Doug Jones decided to try a new approach to reach his weight-loss goals and overcome years of bad habits and health problems, including three heart attacks.
At age 64, the retired widower weighed 350 pounds and was diagnosed with high blood pressure and diabetes. He suffered a series of heart attacks in recent years and had back pain from spinal stenosis.
“I was running out of options,” says Doug, who struggled with fad diets and didn’t want surgery. “Actually, I was getting so depressed thinking about it, I’d almost given up. I needed something to help me.”
It just so happened that Methodist Mansfield Medical Center — the same hospital that helped Doug survive his heart attacks and get through back surgery — had recently launched a new weight loss and wellness center, led by Nancy Georgekutty, MD, family and obesity medicine specialist on the hospital’s medical staff. The program offers a nonsurgical option for patients hoping to lose weight.
After decades of working down the street from Methodist Mansfield and receiving care there, Doug decided to place his trust in this new program. And although apprehensive at first, Doug says his doubts dissolved after seeing the results.
“I started losing weight right away, which is always encouraging. Every time I go in for an appointment, we work on something new,” he says.
In six months’ time, Doug shed about 50 pounds, improved his blood pressure and blood sugar levels, and found a new outlook on life. He was even inspired to decorate his house for Halloween and Christmas for the first time in 15 years.
The first step of the process was to get an accurate measure of Doug’s health and daily routine, Dr. Georgekutty says. She went over Doug’s medical history and performed a body composition scan, which examines more than just weight and body mass index (BMI).
“It looks at what their body is actually composed of — how much fat do they have? How much water? How much skeletal muscle? It helps me formulate a plan tailored to a patient’s specific needs,” Dr. Georgekutty explains.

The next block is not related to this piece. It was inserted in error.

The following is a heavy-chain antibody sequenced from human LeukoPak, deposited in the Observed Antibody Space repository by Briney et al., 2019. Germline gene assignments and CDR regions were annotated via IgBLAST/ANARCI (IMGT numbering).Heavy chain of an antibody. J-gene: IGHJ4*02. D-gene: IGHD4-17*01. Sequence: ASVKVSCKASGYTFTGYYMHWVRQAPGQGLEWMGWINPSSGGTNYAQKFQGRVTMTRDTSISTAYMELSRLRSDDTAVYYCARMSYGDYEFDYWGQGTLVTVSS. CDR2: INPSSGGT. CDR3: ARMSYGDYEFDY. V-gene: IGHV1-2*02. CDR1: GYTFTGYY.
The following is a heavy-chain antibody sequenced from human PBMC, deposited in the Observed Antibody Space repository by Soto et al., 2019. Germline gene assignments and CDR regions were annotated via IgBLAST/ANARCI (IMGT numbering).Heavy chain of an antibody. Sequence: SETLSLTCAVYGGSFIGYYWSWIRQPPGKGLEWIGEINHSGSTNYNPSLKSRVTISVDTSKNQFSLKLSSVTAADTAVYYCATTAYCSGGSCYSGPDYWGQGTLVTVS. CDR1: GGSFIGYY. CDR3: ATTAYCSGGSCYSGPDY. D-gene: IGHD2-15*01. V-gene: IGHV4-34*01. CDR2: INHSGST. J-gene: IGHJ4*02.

Doug also met with registered dietitian Lauren McCarthy, MS, RD, LD, and completed a lifestyle quiz to see what type of behaviors were underlying his eating patterns.
Before his weight loss journey, Doug said, he was used to staying up late and snacking, then sleeping in and skipping breakfast the next day. One of the first things he tackled under McCarthy’s guidance was sticking to a structured routine of eating regular meals and going to bed earlier.
“In our one-on-one sessions, I emphasize to patients the importance of being 1% better every day, rather than trying to make all of these changes at once,” McCarthy says. “That way, their progress compounds and gives them motivation.”
Much of McCarthy’s work is geared toward educating patients and dismantling their misconceptions about diet and nutrition.
“Weight loss isn’t as simple as ‘calories in, calories out.’ You can have flexibility in your life and enjoy what you like. It doesn’t have to be super restrictive and confining,” she says.
Doug’s growing knowledge of triglycerides, salt intake, and nutrition guidelines has helped him be more mindful and make smarter choices each day.
“My eating and sleeping habits were terrible,” he says, “and now they’ve turned into a more structured routine.”
A SUSTAINABLE APPROACH
Rather than fixating on the number on the scale, Dr. Georgekutty and McCarthy directed Doug to set small, achievable behavioral goals.
“I don’t want to set patients on a course that is unsustainable,” Dr. Georgekutty says. “We want our program to be about lifestyle modifications that fit each individual person. It’s not a standard one-size-fits-all plan.”
Using food diaries and fitness tracker apps, Doug has built an arsenal of tools to help him keep on top of his health. He says he’s walking his dog Dallas more and has gotten interested in water aerobics, a low-impact form of exercise that doesn’t aggravate his back pain.
Dr. Georgekutty says Doug’s new approach to physical activity, sleep, and diet has been transformative
“We’ve decreased the amount of insulin that he was requiring, and his blood pressure has fallen to a much healthier range,” she explains. “He’s gotten compliments from his sister and neighbors, so I’ve seen his confidence grow. When he comes to visit now, there’s just an extra ‘oomph’ in his step.”
Doug says the experience he’s gained from the program has inspired him to try more things that he felt too discouraged to pursue in the past: dating, traveling, and exploring his community in Arlington.
“It’s been a mental change, and I feel better,” he says. “I’m really enthusiastic. I’m making progress, and I feel good about the future.”
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